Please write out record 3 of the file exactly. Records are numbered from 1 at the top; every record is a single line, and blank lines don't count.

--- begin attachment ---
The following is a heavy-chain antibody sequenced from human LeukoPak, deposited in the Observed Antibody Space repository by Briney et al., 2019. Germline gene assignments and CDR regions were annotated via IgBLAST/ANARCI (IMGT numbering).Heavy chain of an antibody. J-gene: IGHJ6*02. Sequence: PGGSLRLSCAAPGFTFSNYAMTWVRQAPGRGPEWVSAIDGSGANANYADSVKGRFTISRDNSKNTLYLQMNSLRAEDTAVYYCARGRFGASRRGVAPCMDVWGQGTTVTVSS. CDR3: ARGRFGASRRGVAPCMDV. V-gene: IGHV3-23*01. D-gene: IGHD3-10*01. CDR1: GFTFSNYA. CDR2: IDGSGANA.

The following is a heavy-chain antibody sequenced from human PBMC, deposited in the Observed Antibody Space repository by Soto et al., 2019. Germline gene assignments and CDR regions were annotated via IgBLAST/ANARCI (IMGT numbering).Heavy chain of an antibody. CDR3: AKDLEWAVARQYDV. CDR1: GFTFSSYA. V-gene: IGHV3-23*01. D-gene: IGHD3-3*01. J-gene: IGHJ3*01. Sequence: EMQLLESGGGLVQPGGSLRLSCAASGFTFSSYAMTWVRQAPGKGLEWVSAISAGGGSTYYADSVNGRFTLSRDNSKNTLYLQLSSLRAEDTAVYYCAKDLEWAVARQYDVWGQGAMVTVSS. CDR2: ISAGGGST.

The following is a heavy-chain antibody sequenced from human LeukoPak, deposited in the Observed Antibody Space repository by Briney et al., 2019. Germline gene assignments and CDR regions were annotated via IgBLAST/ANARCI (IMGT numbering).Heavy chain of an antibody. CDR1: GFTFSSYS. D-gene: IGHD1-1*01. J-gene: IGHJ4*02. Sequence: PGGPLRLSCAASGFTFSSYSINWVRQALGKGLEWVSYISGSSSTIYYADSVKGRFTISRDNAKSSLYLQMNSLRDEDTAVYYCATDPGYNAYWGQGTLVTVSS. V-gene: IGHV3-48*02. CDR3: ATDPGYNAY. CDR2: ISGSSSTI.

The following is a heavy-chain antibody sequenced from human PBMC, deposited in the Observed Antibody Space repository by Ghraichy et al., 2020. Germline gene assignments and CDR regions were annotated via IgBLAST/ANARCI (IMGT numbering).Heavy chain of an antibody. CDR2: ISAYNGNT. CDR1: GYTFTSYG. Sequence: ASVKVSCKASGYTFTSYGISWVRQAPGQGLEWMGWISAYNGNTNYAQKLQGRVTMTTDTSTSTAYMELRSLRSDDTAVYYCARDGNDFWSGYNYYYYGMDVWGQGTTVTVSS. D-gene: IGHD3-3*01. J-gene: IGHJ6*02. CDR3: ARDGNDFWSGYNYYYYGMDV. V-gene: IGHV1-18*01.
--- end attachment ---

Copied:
The following is a heavy-chain antibody sequenced from human LeukoPak, deposited in the Observed Antibody Space repository by Briney et al., 2019. Germline gene assignments and CDR regions were annotated via IgBLAST/ANARCI (IMGT numbering).Heavy chain of an antibody. CDR1: GFTFSSYS. D-gene: IGHD1-1*01. J-gene: IGHJ4*02. Sequence: PGGPLRLSCAASGFTFSSYSINWVRQALGKGLEWVSYISGSSSTIYYADSVKGRFTISRDNAKSSLYLQMNSLRDEDTAVYYCATDPGYNAYWGQGTLVTVSS. V-gene: IGHV3-48*02. CDR3: ATDPGYNAY. CDR2: ISGSSSTI.